The one thing that the Texans have going for them is their wide receiver corps. Brandin Cooks is the obvious option to pivot to for fantasy value. Historically in half-PPR leagues, through weeks 1-16, Cooks usually finishes anywhere between a WR1 and WR2:

  • 2020: WR 28
  • 2019: WR 61 (INJURY SEASON)
  • 2018: WR 16
  • 2017: WR 13
  • 2016: WR 6
  • 2015: WR 10

What is worth mentioning is that this may be the first year that he will not be playing with a consensus top-12 QB. He has spent his career catching passes from Drew Brees, Tom Brady, Jared Goff, and Deshaun Watson. Taking this into consideration, it’s fair to wonder if he can actually be fantasy-relevant this year.

This is the type of risk that we must consider when deciding where to draft Cooks. His current ADP is 8.01, which seems appropriate given the other players going in that range. While his 2021 outlook may not be all sunshine and roses, he is still just 27 years old and makes for an excellent buy-low candidate in Dynasty.

THE REMAINING WIDE RECEIVERS

Courtesy of Detroit Free Press

The only notable WR’s after Brandin Cooks is Keke Coutee and rookie Nico Collins. Coutee is a fan favorite of many, including myself but has had trouble staying healthy. When he’s on the field, he is productive and can return solid WR2 value with WR1 upside at times. He played 67.8 percent of his snaps from the slot last year and should continue to do so in 2021.

When compared to Coutee, though, Collins is a different breed of wide receiver. The Texans traded their 2021 fourth and fifth rounds picks and a 2022 fourth-round pick to move up into the third round to draft him. He is the most physically dominant receiver on that team and has a real shot to start in two WR sets. In the three years Collins spent at Michigan, he only had one game with over 100 receiving yards and finished 19th overall in school history with 13 total TDs. He’ll specialize as the middle of the field receiver against bracket coverage.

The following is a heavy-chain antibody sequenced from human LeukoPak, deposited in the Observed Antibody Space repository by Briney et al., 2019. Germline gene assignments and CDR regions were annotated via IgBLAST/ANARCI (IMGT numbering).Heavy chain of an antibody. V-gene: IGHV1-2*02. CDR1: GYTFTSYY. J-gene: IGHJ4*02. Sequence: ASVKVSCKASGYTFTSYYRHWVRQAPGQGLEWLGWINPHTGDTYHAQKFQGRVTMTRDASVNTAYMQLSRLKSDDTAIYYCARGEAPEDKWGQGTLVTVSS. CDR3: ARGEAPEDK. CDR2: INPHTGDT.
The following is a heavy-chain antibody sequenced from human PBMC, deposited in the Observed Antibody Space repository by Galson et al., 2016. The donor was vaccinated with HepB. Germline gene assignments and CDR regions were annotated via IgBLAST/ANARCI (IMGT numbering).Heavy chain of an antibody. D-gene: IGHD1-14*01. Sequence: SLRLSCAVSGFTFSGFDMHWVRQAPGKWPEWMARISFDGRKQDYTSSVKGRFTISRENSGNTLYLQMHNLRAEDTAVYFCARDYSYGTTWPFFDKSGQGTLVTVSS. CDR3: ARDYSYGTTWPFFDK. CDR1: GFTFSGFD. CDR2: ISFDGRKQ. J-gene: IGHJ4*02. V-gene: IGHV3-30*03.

I do not see him posting significant yardage in his first year, though. This wouldn’t be any fault of his own. It would simply be a result of poor quarterback play. If we knew Watson would be starting to open the year, I would be much more bullish on Collins. For now, he is primarily a stash in Dynasty leagues.

CONCLUSION

If I had to find the silver lining for the Texans wide receivers, it would be game script. The Texans’ defense is brutal. They were ninth overall in 2020 in passing yards allowed and first in rushing yards allowed. They were nearly non-existent. I see players out on the field, but they have literally no effect on the opposing offense. Even Cam Newton, last year, dropped 365 yards and one TD on them. He had his highest yards per attempt against them with 9.13. That’s .11 more than any other game he played that year. Whoever is at quarterback is going to have to throw, throw, and throw some more.

In redraft leagues for 2021, I am generally avoiding these wide receivers. Suppose Watson does play, then I will be back in on them. These players are better dynasty buys than redraft.